Ask most NASCAR drivers which track is the toughest track to run, and you'll get a few different answers - Martinsville, a drag strip with turns; Bristol, like flying a jet fighter through a gymnasium; and Darlington, the track named "Too Tough To Tame".
And then, there's New Hampshire International Speedway.
A fast track, hard to pass, track position is everything is what drivers say, but not as tough as some. But now, as the NASCAR Busch Series rolls into Loudon this weekend, tragic memories from a year ago make New Hampshire International Speedway even tougher for those competing here. The thought on all the competitors' minds as they prepare for the CVS Pharmacy 200 this Saturday is safety after the tragic deaths of drivers Adam Petty and Kenny Irwin in separate crashes during practice here last year.
Emphasizing how traumatic returning to Loudon is, five teams that were pre-entered for the CVS Pharmacy 200 withdrew before practice on started on Friday. The most notable team among those who declined to race was Todd Bodine's No. 00 Buckshot Racing Chevrolet, which won two events earlier this season. While the reasons for missing the race may be varied, some of the other drivers described the situation.
"First of all, we remember Adam Petty and Kenny Irwin," said David Green, driver of the #34 AFG Chevrolet. "I think that's going to be on all of our mind's the first time we pull in there and make a lap around the race track. NASCAR has done a lot of good things since last year and since the tragedy with Dale Earnhardt to make us more aware of what happened here and each one of us as drivers have stepped up to the plate to make things safer, so obviously that's on everyone's mind.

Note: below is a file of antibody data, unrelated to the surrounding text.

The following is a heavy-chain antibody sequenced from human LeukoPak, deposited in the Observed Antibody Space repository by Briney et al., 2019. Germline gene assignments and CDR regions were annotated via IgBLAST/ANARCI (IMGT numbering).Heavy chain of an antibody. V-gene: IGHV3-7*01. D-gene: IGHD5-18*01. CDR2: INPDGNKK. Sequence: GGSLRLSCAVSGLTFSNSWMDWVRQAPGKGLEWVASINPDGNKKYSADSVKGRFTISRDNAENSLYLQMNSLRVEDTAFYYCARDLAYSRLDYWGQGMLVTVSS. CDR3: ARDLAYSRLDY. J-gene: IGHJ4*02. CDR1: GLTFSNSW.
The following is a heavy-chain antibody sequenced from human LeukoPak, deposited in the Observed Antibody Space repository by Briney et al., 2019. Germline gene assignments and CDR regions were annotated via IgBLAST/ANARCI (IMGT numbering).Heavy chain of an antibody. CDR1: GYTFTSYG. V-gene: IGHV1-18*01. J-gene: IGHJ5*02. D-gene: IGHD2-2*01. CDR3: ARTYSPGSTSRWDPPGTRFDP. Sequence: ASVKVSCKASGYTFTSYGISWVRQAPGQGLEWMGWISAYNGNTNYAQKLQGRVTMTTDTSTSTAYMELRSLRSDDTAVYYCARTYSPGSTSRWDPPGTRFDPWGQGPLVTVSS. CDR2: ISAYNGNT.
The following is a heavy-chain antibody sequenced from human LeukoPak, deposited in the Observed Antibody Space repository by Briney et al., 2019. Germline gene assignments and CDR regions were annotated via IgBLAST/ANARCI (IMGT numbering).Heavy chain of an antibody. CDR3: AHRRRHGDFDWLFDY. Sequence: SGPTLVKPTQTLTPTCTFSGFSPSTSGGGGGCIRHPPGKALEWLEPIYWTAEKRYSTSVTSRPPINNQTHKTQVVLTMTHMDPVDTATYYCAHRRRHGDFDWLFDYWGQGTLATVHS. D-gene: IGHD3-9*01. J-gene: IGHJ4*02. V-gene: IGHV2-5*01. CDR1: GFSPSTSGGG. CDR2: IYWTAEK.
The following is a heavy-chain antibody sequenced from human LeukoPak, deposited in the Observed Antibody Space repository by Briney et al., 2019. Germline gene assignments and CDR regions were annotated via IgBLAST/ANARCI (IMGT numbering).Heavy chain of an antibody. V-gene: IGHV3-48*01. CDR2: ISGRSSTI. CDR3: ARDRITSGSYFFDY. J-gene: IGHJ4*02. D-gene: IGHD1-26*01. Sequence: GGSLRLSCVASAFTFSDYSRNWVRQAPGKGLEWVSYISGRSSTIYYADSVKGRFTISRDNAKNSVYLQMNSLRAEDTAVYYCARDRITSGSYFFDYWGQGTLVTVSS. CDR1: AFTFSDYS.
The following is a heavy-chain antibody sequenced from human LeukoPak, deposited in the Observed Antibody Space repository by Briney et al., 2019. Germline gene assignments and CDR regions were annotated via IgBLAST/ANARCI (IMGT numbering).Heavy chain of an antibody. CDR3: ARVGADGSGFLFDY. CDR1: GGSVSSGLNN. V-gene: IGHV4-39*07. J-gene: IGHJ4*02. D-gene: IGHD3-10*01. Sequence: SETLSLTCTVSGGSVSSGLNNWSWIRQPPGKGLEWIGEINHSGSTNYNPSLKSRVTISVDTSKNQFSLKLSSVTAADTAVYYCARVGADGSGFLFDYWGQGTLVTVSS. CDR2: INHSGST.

"Loudon is a great little race track, it's unfortunate that those situations happen, but it's a great track."
On Saturday, it will be back to business for these drivers, despite their heavy hearts.
"We got a sad heart, no doubt, going back there because we lost Adam (Petty) there." said Jeff Green, the defending Busch Series champion. "It's been a good race track for me, personally as a driver and for my race team. We actually been the best car there the last two years and got two 2nd's to show for it, so we're going to try to do at least as good or a little better."
As difficult as it is to race at New Hampshire, it is even more difficult to win.
"You got to qualify pretty good, track position is everything," said Jeff Green. "As good as the Goodyear tires are these days track position means everything. We need to qualify good, just stay out of trouble like always."
Kevin Lepage, filling in for Jimmy Spencer in the #1 Yellow Freight Chevrolet, knows Loudon very well. A veteran of the Busch North Series, Lepage is no stranger to New Hampshire International Speedway.
"I like the old track, I raced at the old track some 10 years ago." Lepage said, "It's a nice little race track, I wish they would have probably put a little more banking in it, really. It's kinda like a big Martinsville to me."
"Track position is so critical there. If you go back and look what happened at Bristol with Elliott Sadler, taking two tires on or no tires, stayed out and won the race, you can do that at Loudon."
"You have to have a car that turns real good, and you have to have a fast race car to get down the straightaways, you got to have some brakes." said driver David Green, the 1994 Busch Series Champion. " I think this year with the Busch cars have more horsepower, you're going to see brake more of an issue than ever before.
"We love to go up there, but probably the main thing that's going to be on our minds is the Petty family and the Irwin family, but I know they would want us to be up there racing and we'll get one for Adam and Kenny."
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